fruit and vegetables
British Muslims are proclaiming
a "miracle message" from God which was found written inside
a tomato. Fourteen-year-old schoolgirl Shasta Aslam
purchased tomatoes in the northern British town of Huddersfield. When
she returned home, she cut two of the tomatoes into small pieces. But
as she took a third from the bag, Shasta asked her grandfather: "Which
way shall I cut the tomato?"
He told her to slice it top to bottom. The veins of the tomato spelled
out two messages. One half of the tomato said: "There is only one
God", and the other: "Mohammed is the messenger" - both
in perfect Arabic letters.
Shasta is a Muslim and believes this is a miracle: "These words are
a message from God," she said. Shasta's mother said: "God has
sent us a sign." Hundreds of Muslim worshippers and others have come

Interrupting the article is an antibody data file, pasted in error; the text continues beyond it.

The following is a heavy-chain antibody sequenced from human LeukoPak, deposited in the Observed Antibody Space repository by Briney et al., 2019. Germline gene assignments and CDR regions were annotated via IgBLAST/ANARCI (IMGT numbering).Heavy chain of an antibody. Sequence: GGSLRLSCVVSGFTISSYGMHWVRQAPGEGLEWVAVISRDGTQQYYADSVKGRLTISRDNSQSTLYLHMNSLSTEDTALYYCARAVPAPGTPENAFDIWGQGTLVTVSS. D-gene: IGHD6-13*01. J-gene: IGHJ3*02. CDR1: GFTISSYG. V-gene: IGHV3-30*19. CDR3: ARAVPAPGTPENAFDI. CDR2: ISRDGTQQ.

from distant places to see the tomato, which is being kept tightly wrapped
in plastic clingfilm in the
In July, UK newspapers reported on two simultaneous aubergine miracles
in Hindu communities in Bradford, north England. Mrs Parmar, on slicing
nine aubergines for a curry, was amazed to discover, on every slice, the
Hindu symbol for God. Hundreds of worshippers have flocked to see the
vegetable, which is now on display at the local Brapadi Temple.
At the same time, in another district of Bradford, Mr and Mrs Mistry on
slicing an aubergine discovered the sacred symbol "OM". The
aubergine is now on a shrine surrounded by incense at the Shree Temple
in Little Horton where people are queuing for up to an hour to see the
miracle. The symbol appeared after Mrs Mistry decided to chop the aubergine
horizontally instead of vertically as she had done with the other vegetables.
She told friends: " I don't know why I changed. If I hadn't, the
sign would have been lost for
Many journalists are now beginning to link these reports to the Hindu
milkdrinking statues, the Florida rainbow-Madonna and other miracles.
(Sources: Reuters, International Express, The Guardian,
The Sun, Bradford Telegraph and Argus, UK)
from: Share International September 1997
Reprinted courtesy of © Share